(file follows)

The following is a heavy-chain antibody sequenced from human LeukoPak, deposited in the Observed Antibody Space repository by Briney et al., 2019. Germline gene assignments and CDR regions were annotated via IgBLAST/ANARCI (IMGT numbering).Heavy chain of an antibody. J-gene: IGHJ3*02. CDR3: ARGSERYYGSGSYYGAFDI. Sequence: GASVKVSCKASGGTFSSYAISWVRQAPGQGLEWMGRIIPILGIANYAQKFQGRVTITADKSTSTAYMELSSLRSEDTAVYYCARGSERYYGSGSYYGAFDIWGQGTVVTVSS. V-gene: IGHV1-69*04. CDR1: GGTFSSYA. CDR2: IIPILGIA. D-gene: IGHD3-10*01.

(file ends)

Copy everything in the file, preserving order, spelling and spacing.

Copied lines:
The following is a heavy-chain antibody sequenced from human LeukoPak, deposited in the Observed Antibody Space repository by Briney et al., 2019. Germline gene assignments and CDR regions were annotated via IgBLAST/ANARCI (IMGT numbering).Heavy chain of an antibody. J-gene: IGHJ3*02. CDR3: ARGSERYYGSGSYYGAFDI. Sequence: GASVKVSCKASGGTFSSYAISWVRQAPGQGLEWMGRIIPILGIANYAQKFQGRVTITADKSTSTAYMELSSLRSEDTAVYYCARGSERYYGSGSYYGAFDIWGQGTVVTVSS. V-gene: IGHV1-69*04. CDR1: GGTFSSYA. CDR2: IIPILGIA. D-gene: IGHD3-10*01.